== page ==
How to Address Attention-Seeking Behavior in Cats

Cats, just like you and me, need love and affection to live happy lives. Kibble in the bowl, litter in the box and a toy dropped on the floor of the living room just isn’t enough to create a thriving environment. Leave affection out of the picture and you’ll soon have a confused, anxious cat on your hands with a new top priority: to get you to notice them.

Attention-seeking behavior in cats

A cat who is trying to get your attention will resort to whatever works, no matter how repetitive it seems to you. Typical behaviors include:

  • Meowing incessantly
  • Walking in between your legs
  • Knocking things off tables
  • Stealing objects
  • Biting or pawing
  • Jumping up to be at your level (say, on countertops)

If these behaviors arise suddenly, reach out to your veterinarian and schedule an appointment. They will help you rule out any medical causes that might be inspiring attention-seeking behavior. If you were in pain, wouldn’t you want someone to notice?

If these behaviors develop over time or are a part of your cat’s personality from first meeting, consider that they may simply need more from you – more love, more attention, more dialogue, more affection. Remember: cats have emotional lives too!

Young woman using smart phone indoors and cuddling the cat. Window reflection from outdoors.

Correcting attention-seeking behavior

Many cat parents unintentionally reinforce the behavior they’re trying to snuff out. Say, for example, your cat meows excessively and scratches the furniture in the middle of the night to get your attention. Reprimand, talk back or walk over and remove the stimulus and you are indeed providing attention - just what the cat wanted. It’s just the wrong kind…

Rather than responding with discipline, consider these alternate strategies. They are certain to be much more successful! Try:

  • Ignoring the behavior that bothers you
  • Providing other outlets for your pet’s boundless energy
  • Giving positive attention when your cat is behaving appropriately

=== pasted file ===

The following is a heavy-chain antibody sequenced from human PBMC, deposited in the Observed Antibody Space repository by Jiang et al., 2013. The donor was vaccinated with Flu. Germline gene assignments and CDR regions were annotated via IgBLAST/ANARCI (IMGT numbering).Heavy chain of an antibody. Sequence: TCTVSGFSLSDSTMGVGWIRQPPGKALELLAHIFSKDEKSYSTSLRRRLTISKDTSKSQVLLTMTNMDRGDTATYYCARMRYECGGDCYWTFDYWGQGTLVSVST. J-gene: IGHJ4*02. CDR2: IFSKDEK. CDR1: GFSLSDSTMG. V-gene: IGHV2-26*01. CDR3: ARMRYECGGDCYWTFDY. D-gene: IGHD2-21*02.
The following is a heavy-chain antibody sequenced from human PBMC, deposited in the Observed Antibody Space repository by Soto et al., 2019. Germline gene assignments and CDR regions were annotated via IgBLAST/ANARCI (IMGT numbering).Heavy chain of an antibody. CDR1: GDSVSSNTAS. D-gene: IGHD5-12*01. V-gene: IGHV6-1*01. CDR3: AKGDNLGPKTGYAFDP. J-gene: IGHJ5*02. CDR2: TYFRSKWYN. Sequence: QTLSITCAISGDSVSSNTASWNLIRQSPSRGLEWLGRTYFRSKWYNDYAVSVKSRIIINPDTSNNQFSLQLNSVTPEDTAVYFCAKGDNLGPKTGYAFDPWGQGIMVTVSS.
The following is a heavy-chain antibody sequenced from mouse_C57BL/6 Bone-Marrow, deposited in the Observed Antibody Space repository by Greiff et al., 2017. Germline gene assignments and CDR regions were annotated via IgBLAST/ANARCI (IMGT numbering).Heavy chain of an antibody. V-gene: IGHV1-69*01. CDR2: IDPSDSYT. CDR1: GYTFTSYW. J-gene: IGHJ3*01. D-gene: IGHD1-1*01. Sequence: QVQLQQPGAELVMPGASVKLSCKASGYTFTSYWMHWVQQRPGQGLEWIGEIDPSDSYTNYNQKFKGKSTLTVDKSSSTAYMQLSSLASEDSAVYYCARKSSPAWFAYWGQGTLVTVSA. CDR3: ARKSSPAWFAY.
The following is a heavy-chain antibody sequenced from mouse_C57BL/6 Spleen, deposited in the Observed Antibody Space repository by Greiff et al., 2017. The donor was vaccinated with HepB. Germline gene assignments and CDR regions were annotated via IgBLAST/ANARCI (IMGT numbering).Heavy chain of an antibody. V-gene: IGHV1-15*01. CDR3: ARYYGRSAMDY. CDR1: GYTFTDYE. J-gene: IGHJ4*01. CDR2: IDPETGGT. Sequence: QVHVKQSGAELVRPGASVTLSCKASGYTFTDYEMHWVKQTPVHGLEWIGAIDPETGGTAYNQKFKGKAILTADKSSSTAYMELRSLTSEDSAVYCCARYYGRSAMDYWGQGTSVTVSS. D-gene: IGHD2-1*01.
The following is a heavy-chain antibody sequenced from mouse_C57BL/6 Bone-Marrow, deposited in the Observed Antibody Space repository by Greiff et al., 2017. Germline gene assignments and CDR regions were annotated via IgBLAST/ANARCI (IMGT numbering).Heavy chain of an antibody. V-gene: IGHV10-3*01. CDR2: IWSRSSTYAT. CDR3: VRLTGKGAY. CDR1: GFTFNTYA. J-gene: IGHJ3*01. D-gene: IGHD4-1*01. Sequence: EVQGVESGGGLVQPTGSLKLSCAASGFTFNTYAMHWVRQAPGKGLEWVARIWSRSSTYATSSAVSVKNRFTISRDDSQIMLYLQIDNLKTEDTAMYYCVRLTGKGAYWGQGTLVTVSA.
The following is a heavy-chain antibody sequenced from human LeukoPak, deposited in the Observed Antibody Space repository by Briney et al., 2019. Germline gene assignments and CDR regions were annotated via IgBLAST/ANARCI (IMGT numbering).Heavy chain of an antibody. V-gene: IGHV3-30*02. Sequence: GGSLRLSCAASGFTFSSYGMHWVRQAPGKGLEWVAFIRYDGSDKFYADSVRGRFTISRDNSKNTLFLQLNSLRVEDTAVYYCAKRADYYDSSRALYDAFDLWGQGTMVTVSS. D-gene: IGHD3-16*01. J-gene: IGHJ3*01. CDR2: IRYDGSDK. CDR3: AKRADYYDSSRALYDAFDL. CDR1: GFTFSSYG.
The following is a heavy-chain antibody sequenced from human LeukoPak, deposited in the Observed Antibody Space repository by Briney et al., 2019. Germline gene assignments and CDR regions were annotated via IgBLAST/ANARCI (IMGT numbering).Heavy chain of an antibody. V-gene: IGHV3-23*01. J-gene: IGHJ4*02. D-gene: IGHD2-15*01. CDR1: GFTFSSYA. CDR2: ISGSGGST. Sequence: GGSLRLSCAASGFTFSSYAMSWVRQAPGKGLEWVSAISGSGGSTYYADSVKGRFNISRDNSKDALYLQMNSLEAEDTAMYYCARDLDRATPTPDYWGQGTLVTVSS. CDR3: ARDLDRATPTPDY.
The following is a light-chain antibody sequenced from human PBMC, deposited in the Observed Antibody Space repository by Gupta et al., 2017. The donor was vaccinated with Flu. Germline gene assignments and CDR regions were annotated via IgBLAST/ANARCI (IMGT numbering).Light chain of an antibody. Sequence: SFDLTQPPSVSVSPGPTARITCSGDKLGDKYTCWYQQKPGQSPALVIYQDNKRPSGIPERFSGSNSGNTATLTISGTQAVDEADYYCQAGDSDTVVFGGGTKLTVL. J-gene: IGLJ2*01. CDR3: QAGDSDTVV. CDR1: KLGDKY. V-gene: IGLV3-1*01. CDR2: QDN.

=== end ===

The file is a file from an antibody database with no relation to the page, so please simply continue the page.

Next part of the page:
• Choosing positive reinforcement over negative reinforcement whenever possible

Sound doable? You’ll be amazed at just how quickly these techniques correct bad behavior. Just remember: correcting attention-seeking behavior is just the beginning. It is also important that you address the root causes of the issue.

Is your cat lonely? Do you work out of the house day after day, only to come home and ignore them? Might they be happier with another pet to keep them company? Examine how your lifestyle might be affecting your kitty, then go from there. You’ll both be so much happier if you do!

69 comments

Daniel N
Daniel N8 days ago

thanks for sharing

SEND
Diane E
Diane E14 days ago

Thanks. Cats are intelligent and emotional.

SEND
Glennis W
Glennis W17 days ago

Love them Thank you for caring and sharing

SEND
Glennis W
Glennis W17 days ago

Thank you for caring and sharing

SEND
Glennis W
Glennis W17 days ago

Thank you for caring and sharing

SEND
Glennis W
Glennis W17 days ago

Interesting Thank you for caring and sharing

SEND
Janis K
Janis K18 days ago

Thanks for sharing.

SEND
Renata B
Renata B18 days ago

Joanna P: Our cats have and had (the Seven who are no sadly all gone), the entire house and a catio: safe, sunny, windy, rainy, snowy sometimes, hot, freezing ... all possible weather. Plenty of climbing spaces a bench and a table+chairs and parasol to be with them. We changed several vets since the -90s and they have all commented on how well adjusted and calm they were. A year and a half we adopted an old (12 it seems) cat. He was so neglected that he seemed a sort of semi-feral. Never seen a litter tray, badly undernourished and left alone for months just with a neighbour bringing some food (I suppose someone else ate it, or it was not enough). Now he hardly wants to go into the catio. He has love and distractions, he plays and ... he sleep on our bed. The outdoors is for adult humans only. Not even children are left outside to play, imagine roaming free. You wouldn't allow your dog, why your cat? Not to mention rodents and birds killed.

SEND
Dr. Jan Hill
Dr. Jan Hill19 days ago

thanks

SEND
Rita D
Rita Delfing19 days ago

It's about attention if you don't give them what they need they will make nuisances out of themselves, my bunny does the same, little bugger nips at my back if I don't pet him enough.

SEND